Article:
Probus, 276-282. Antoninianus (Silvered bronze, 22 mm, 2.87 g, 1 h), Siscia, 277. IMP C M AVR PROBVS AVG Radiate and cuirassed bust of Probus to right. Rev. SISCIA PROBI AVG / XXIQ Siscia seated to left on throne, holding a long diadem with both hands; to left and right, the river-gods Savus and Colapsis holding urns from which water flows. Cohen 635. RIC 765. Rare. An attractive example of this interesting and popular issue. Slightly rough, otherwise, very fine.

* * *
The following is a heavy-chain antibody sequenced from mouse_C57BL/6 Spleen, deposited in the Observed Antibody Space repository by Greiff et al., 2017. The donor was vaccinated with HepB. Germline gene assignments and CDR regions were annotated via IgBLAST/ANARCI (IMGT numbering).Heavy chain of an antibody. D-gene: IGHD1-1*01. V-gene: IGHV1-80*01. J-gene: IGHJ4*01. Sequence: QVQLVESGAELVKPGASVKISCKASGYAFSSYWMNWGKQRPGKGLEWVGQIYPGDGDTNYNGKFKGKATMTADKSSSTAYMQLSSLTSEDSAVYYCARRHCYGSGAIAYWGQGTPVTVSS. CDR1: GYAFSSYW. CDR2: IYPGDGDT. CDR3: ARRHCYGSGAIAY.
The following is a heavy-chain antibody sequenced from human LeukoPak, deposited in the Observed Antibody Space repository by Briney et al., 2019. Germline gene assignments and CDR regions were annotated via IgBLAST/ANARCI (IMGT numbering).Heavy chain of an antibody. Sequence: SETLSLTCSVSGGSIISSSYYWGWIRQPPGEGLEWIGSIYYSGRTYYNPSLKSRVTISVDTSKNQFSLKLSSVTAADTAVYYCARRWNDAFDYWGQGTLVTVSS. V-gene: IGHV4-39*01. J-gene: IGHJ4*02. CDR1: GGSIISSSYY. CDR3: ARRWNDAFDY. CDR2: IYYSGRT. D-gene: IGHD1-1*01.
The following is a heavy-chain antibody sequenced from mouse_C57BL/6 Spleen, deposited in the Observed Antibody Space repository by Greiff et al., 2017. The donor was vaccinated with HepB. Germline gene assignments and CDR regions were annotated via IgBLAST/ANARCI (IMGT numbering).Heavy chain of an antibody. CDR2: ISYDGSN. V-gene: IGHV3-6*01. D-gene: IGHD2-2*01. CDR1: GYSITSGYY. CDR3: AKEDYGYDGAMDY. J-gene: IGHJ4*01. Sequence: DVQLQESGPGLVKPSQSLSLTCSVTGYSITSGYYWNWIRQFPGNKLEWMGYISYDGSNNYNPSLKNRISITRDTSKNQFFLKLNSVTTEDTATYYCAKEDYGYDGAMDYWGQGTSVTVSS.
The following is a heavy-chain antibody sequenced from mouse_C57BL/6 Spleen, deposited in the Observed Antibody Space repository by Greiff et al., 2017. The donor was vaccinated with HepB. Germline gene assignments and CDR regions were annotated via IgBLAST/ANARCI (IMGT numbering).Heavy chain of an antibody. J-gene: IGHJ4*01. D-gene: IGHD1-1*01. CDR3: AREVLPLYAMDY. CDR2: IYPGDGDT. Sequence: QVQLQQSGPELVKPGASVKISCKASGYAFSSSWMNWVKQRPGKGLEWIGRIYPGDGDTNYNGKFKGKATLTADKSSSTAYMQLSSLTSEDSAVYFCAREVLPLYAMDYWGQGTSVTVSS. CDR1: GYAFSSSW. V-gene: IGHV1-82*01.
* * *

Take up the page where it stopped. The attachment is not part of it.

Siscia, the nearest imperial mint to Probus' home town of Sirmium, appears to have maintained close relationships with the emperor: it issued a number of unusual reverse types that boast the emperor's origin in the region (ORIGINI AVG, RIC 701-3) or call him 'our Augustus' (VICT PROBI AVG NOSTRI, RIC 793-4). Our coin is an excellent example of the most famous type from this series: it calls Siscia the '[town] of Probus Augustus' and shows the personification of Siscia flanked by the river-gods Savus and Colapsis. This is one of just very few cases of the portrayal of a local motive on a Roman imperial coin. Siscia was situated on the confluence of the Savus (Sava) and the Colapsis (Kupa) in modern-day Croatia, a strategically important location as it was here that the Sava became navigable and thus served as a quick and reliable transport route between the important military infrastructure of Northern Italy and the Danube frontier. While the initiative for this extraordinary series of coins likely came from local officials at the imperial mint, there can be no doubt that Probus did indeed favor his home region - possibly due to pride in his origins, but certainly also because of its strategic position and its importance as a recruitment area for the Roman army.